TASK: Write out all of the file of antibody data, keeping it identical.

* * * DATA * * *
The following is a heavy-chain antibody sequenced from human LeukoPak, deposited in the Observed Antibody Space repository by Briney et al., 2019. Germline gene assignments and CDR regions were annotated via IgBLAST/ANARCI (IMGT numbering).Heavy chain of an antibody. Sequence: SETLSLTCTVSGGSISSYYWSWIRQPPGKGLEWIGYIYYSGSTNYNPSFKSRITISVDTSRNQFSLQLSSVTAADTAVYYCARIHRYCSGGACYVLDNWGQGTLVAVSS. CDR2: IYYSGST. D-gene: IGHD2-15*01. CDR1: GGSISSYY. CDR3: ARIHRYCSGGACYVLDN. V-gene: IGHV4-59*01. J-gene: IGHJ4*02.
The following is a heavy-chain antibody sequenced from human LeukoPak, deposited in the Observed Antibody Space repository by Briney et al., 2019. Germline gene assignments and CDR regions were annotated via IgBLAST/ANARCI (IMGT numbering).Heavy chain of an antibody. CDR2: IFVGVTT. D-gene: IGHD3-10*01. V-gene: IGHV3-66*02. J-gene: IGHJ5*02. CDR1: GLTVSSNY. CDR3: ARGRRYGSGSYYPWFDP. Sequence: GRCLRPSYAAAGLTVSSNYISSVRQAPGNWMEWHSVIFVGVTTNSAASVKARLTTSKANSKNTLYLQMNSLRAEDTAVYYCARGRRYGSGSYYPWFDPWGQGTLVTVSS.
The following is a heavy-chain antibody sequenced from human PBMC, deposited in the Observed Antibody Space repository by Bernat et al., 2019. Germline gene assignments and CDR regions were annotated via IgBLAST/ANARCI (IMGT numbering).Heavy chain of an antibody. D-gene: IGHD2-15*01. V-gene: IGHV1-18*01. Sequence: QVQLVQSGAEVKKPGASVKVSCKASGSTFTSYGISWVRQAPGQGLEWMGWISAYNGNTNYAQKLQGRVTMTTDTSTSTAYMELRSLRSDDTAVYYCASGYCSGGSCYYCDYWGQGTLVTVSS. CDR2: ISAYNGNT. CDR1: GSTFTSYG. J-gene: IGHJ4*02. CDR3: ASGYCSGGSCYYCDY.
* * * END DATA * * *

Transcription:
The following is a heavy-chain antibody sequenced from human LeukoPak, deposited in the Observed Antibody Space repository by Briney et al., 2019. Germline gene assignments and CDR regions were annotated via IgBLAST/ANARCI (IMGT numbering).Heavy chain of an antibody. Sequence: SETLSLTCTVSGGSISSYYWSWIRQPPGKGLEWIGYIYYSGSTNYNPSFKSRITISVDTSRNQFSLQLSSVTAADTAVYYCARIHRYCSGGACYVLDNWGQGTLVAVSS. CDR2: IYYSGST. D-gene: IGHD2-15*01. CDR1: GGSISSYY. CDR3: ARIHRYCSGGACYVLDN. V-gene: IGHV4-59*01. J-gene: IGHJ4*02.
The following is a heavy-chain antibody sequenced from human LeukoPak, deposited in the Observed Antibody Space repository by Briney et al., 2019. Germline gene assignments and CDR regions were annotated via IgBLAST/ANARCI (IMGT numbering).Heavy chain of an antibody. CDR2: IFVGVTT. D-gene: IGHD3-10*01. V-gene: IGHV3-66*02. J-gene: IGHJ5*02. CDR1: GLTVSSNY. CDR3: ARGRRYGSGSYYPWFDP. Sequence: GRCLRPSYAAAGLTVSSNYISSVRQAPGNWMEWHSVIFVGVTTNSAASVKARLTTSKANSKNTLYLQMNSLRAEDTAVYYCARGRRYGSGSYYPWFDPWGQGTLVTVSS.
The following is a heavy-chain antibody sequenced from human PBMC, deposited in the Observed Antibody Space repository by Bernat et al., 2019. Germline gene assignments and CDR regions were annotated via IgBLAST/ANARCI (IMGT numbering).Heavy chain of an antibody. D-gene: IGHD2-15*01. V-gene: IGHV1-18*01. Sequence: QVQLVQSGAEVKKPGASVKVSCKASGSTFTSYGISWVRQAPGQGLEWMGWISAYNGNTNYAQKLQGRVTMTTDTSTSTAYMELRSLRSDDTAVYYCASGYCSGGSCYYCDYWGQGTLVTVSS. CDR2: ISAYNGNT. CDR1: GSTFTSYG. J-gene: IGHJ4*02. CDR3: ASGYCSGGSCYYCDY.